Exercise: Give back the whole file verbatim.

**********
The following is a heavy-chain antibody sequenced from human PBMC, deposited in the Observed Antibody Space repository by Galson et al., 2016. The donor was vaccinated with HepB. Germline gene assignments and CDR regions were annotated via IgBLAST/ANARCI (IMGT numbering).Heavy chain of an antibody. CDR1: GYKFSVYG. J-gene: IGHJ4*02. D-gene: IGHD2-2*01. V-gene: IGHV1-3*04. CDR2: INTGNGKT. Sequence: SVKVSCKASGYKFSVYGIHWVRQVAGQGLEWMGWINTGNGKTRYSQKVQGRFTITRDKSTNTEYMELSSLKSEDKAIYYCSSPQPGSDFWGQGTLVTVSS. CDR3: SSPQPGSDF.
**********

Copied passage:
The following is a heavy-chain antibody sequenced from human PBMC, deposited in the Observed Antibody Space repository by Galson et al., 2016. The donor was vaccinated with HepB. Germline gene assignments and CDR regions were annotated via IgBLAST/ANARCI (IMGT numbering).Heavy chain of an antibody. CDR1: GYKFSVYG. J-gene: IGHJ4*02. D-gene: IGHD2-2*01. V-gene: IGHV1-3*04. CDR2: INTGNGKT. Sequence: SVKVSCKASGYKFSVYGIHWVRQVAGQGLEWMGWINTGNGKTRYSQKVQGRFTITRDKSTNTEYMELSSLKSEDKAIYYCSSPQPGSDFWGQGTLVTVSS. CDR3: SSPQPGSDF.